Consumer Inflation Sentiment October 2023

Bankman-Fried: I Trusted FTX’s Lawyers to Guide Company

FTX founder Sam Bankman-Fried says the company’s ex-attorneys were central to its collapse last year.

That testimony came Thursday (Oct. 26) afternoon during Bankman-Fried’s criminal trial, but outside of the jury’s hearing, Reuters reported.

As the report noted, the one-time cryptocurrency wunderkind’s testimony is in keeping with the defense’s case that Bankman-Fried operated in good faith at the helm of FTX, which went bankrupt last year following a liquidity crisis.

Bankman-Fried, 31, is charged with multiple counts of fraud and money laundering tied to his role in the downfall of the company, which had been among the largest and most well-respected crypto exchanges in the world at the time of its collapse.

Prosecutors allege that he used the customer funds as his own, using that money to purchase real estate, make political contributions and land celebrity endorsement deals.

According to Reuters, U.S. District Judge Lewis Kaplan wanted Bankman-Fried to initially testify without the jury present to allow the judge to determine what parts of the testimony could be used in evidence.

The prosecution has argued that Bankman-Fried should not be permitted to make the case that the presence of lawyers in the company’s downfall indicates a lack of criminal intent on his part.

The report said Bankman-Fried spoke in “a confident tone,” and offered lengthy responses to questions from defense attorney Mark Cohen. 

Bankman-Fried testified that FTX’s lawyers were involved in creating its document retention policies and putting together the loans that Bankman-Fried and other executives took from Alameda Research, FTX’s sister firm.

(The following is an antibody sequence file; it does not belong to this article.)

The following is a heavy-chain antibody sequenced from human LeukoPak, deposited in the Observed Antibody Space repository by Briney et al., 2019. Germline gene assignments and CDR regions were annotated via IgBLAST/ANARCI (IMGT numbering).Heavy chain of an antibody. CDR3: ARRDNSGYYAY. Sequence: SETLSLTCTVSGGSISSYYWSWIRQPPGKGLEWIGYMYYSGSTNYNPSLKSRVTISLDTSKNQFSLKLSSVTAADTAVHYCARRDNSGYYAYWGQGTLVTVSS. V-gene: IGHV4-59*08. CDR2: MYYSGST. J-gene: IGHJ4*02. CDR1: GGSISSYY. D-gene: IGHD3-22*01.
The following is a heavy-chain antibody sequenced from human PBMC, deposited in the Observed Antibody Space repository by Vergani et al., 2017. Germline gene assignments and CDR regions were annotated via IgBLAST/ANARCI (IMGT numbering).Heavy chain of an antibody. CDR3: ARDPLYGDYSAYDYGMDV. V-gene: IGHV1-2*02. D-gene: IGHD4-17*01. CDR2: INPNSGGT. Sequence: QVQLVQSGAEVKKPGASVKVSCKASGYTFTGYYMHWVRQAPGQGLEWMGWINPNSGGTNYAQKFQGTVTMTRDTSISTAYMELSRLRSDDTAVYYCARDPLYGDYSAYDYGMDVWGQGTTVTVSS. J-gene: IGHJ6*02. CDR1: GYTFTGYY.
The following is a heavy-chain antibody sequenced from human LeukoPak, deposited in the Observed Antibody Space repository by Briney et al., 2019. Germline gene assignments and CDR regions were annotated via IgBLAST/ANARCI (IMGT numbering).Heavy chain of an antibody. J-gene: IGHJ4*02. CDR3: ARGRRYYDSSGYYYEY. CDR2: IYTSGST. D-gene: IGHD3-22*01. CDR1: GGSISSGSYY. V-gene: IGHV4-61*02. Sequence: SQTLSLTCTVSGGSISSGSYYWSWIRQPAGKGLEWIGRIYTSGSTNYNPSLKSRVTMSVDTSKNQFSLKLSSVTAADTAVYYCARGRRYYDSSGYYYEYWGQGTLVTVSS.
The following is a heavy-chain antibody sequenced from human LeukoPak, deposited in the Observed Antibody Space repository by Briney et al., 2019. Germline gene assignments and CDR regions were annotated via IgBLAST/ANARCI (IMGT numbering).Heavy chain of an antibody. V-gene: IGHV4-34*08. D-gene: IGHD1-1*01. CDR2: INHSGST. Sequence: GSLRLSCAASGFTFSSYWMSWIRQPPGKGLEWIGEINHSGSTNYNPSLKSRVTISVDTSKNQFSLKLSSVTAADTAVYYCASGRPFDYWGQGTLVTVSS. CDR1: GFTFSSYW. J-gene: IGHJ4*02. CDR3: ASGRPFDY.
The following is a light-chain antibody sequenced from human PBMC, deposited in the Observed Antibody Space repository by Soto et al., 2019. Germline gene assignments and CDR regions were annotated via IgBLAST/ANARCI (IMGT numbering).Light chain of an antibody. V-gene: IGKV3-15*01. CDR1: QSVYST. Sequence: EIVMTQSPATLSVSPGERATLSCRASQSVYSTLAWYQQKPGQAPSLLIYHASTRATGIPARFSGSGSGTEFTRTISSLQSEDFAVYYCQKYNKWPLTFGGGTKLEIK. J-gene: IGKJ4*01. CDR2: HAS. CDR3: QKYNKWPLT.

Prosecutors allege Bankman-Fried encouraged staff to use encrypted messaging platforms and auto-delete their communications to cover their tracks, and contend the loans from Alameda, which in turn borrowed from FTX, were a key way that customer funds were stolen.

“Did you take comfort from the fact that the lawyers had structured the loans?” Cohen asked.

“Yeah, of course,” Bankman-Fried replied.

The jury is due back in court Friday (Oct. 27) morning, the report said. Cohen said Bankman-Fried’s testimony could last five hours, and that’s before prosecutors begin their cross-examination.

The Reuters report said legal experts believe Bankman-Fried doesn’t have much to lose by going against the conventional wisdom that defendants should stay off the stand, as the prosecution has spent weeks using testimony from former friends and colleagues to paint him as a liar and thief.

Defense attorneys argue these witnesses designed their testimony to implicate Bankman-Fried and avoid lengthy prison terms of their own. Bankman-Fried maintains he made mistakes running FTX, but never intended to steal customer funds.